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canary in a coal mine

Something or someone who, due to sensitivity to his, her, or its surroundings, acts as an indicator and early warning of possible adverse conditions or danger. Refers to the former practice of taking caged canaries into coal mines. The birds would die if methane gas became present and thereby alert miners to the danger. Wildlife in disaster movies assumes the role of the canary in a coal mine, fleeing the scene when catastrophe is imminent. Unaware that he had been given the test drug, John was used as a canary in a coal mine to see its effects on the human mind.
See also: canary, coal, mine

haul (someone) over the coals

To scold, reprimand, or reprove someone severely for an error or mistake. I was hauled over the coals by my boss last week for messing up the accounting software. I know Mary messed up, but don't haul her over the coals too hard for it.
See also: coal, haul

rake over old coals

To revisit, dredge up, or talk about something that happened in the past, especially that which is unpleasant. Primarily heard in UK. Now, now, there's no need to rake over old coals, that disagreement happened a long time ago.
See also: coal, old, rake

blow the coals

To turn a minor issue into a major source of conflict. Likened to coaxing a smoldering flame into a fire by literally blowing on hot coals. Stop trying to blow the coals! There is no tension between Jen and me—you're imagining it! A: "What went wrong last night?" B: "Well, you know Sue, she just kept blowing the coals until everybody was in an all-out fight."
See also: blow, coal

carry coals

To allow oneself to be mocked or humiliated. You shut your mouth right now! I refuse to carry coals just because you're angry about work!
See also: carry, coal

heap coals of fire on (one's) head

To make a special effort to induce feelings of guilt or remorse in another person. Why are you citing all these examples of times I wronged you? Why are you heaping coals of fire on my head?
See also: coal, fire, head, heap, of, on

carry coals to Newcastle

Prov. to do something unnecessary; to do something that is redundant or duplicative. (Newcastle is an English town from which coal was shipped to other parts of England.) Mr. Smith is so rich he doesn't need any more money. To give him a gift certificate is like carrying coals to Newcastle.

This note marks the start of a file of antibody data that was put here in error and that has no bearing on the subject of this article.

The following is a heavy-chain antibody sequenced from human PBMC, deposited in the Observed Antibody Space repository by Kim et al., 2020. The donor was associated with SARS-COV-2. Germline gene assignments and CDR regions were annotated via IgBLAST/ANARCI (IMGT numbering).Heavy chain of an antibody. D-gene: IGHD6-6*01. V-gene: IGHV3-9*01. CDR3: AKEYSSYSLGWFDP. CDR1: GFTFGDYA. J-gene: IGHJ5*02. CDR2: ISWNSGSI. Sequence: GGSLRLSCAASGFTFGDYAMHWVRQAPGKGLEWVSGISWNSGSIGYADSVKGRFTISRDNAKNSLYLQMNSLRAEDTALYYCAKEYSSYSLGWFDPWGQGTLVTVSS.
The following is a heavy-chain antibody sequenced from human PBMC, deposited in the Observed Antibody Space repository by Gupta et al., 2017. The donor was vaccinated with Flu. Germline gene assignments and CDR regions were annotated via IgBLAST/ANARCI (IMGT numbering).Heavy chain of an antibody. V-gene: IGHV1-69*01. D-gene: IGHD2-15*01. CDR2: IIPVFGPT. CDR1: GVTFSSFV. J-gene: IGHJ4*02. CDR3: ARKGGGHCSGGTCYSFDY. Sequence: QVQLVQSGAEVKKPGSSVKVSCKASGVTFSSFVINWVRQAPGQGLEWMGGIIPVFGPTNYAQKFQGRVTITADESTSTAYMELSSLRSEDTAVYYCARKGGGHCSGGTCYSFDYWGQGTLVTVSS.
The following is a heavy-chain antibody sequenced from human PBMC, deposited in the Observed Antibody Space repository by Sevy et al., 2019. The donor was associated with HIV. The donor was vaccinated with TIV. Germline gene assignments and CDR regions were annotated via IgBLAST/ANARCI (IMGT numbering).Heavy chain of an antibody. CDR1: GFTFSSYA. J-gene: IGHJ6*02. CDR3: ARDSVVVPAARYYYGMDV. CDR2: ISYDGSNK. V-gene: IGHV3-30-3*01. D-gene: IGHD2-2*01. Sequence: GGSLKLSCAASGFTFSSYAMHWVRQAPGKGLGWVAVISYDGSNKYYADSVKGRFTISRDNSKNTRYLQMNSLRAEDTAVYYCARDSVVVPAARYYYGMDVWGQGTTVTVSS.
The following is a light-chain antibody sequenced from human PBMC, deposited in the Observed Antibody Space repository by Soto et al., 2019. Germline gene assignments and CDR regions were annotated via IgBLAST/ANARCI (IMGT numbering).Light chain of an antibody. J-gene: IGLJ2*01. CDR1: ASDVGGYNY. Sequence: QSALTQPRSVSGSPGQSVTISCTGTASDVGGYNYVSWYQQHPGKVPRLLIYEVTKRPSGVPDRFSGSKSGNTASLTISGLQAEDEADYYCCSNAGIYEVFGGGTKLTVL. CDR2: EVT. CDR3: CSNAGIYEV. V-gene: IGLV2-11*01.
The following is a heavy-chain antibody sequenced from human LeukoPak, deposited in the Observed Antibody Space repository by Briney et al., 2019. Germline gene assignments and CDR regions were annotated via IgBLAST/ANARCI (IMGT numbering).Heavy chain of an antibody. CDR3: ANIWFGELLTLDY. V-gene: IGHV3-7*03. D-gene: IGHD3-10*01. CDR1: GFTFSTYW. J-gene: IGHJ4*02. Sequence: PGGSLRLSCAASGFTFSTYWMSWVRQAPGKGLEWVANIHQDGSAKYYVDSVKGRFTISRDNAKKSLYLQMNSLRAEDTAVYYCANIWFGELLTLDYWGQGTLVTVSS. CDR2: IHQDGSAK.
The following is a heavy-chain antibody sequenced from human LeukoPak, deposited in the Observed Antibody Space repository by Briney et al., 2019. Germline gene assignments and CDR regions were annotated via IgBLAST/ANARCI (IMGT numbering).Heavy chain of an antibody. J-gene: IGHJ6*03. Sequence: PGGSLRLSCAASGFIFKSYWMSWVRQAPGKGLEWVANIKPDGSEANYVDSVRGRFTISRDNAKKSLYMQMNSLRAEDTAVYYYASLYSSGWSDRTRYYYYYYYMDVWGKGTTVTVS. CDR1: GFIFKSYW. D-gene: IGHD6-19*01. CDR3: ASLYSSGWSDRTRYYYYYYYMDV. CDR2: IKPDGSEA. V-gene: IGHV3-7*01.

See also: carry, coal, Newcastle

rake someone over the coals

 and haul someone over the coals
Fig. to give someone a severe scolding. My mother hauled me over the coals for coming in late last night. The manager raked me over the coals for being late again.
See also: coal, rake

carry/take coals to Newcastle

to take something to a place or a person that has a lot of that thing already
Usage notes: Newcastle is a town in Northern England which is in an area where a lot of coal was produced.
Exporting pine to Scandinavia is a bit like carrying coals to Newcastle.
See also: carry, coal, Newcastle

drag/haul somebody over the coals

to speak angrily to someone because they have done something wrong If I make a spelling mistake, I get hauled over the coals by my boss. (often + for ) They dragged her over the coals for being late with her assignment.
See rake over the coals
See also: coal, drag

rake over the coals

to talk about unpleasant things from the past that other people would prefer not to talk about (usually in continuous tenses) There's no point in raking over the coals - all that happened twenty years ago, and there's nothing we can do about it now.
See also: coal, rake

black as night

Also, black as coal or pitch . Totally black; also, very dark. For example, The well was black as night, or She had eyes that were black as coal. These similes have survived while others-black as ink, a raven, thunder, hell, the devil, my hat, the minister's coat, the ace of spades-are seldom if ever heard today. Of the current objects of comparison, pitch may be the oldest, so used in Homer's Iliad (c. 850 b.c.), and coal is mentioned in a Saxon manuscript from a.d. 1000. John Milton used black as night in Paradise Lost (1667).
See also: black, night

carry coals to Newcastle

Do or bring something superfluous or unnecessary, as in Running the sprinkler while it's raining, that's carrying coals to Newcastle. This metaphor was already well known in the mid-1500s, when Newcastle-upon-Tyne had been a major coal-mining center for 400 years. It is heard less often today but is not yet obsolete.
See also: carry, coal, Newcastle

pour on the coal

Speed up, as in They keep passing us so pour on the coal, Mom! or We can get this issue of the paper out on time if we pour on the coal. This slangy expression originated in aviation in the 1930s but must have been an allusion to the coal-burning engines of trains and ships, since aircraft were never so powered. It has since been transferred to other vehicles and other endeavors.
See also: coal, on, pour

rake over the coals

Also, haul over the coals. Reprimand severely, as in When Dad finds out about the damage to the car, he's sure to rake Peter over the coals, or The coach hauled him over the coals for missing practice. These terms allude to the medieval torture of pulling a heretic over red-hot coals. [Early 1800s]
See also: coal, rake

rake over the coals

To reprimand severely.
See also: coal, rake

coals to Newcastle

Any unnecessary activity. Before the days of railroading, goods and commodities were transported by water. Coal in particular was shipped to port city of Newcastle before being distributed to the rest of England. Therefore, unless you were the captain of a ship laden with coal, carrying that kind of fossil fuel to Newcastle was a waste of your time and energy.
See also: coal, Newcastle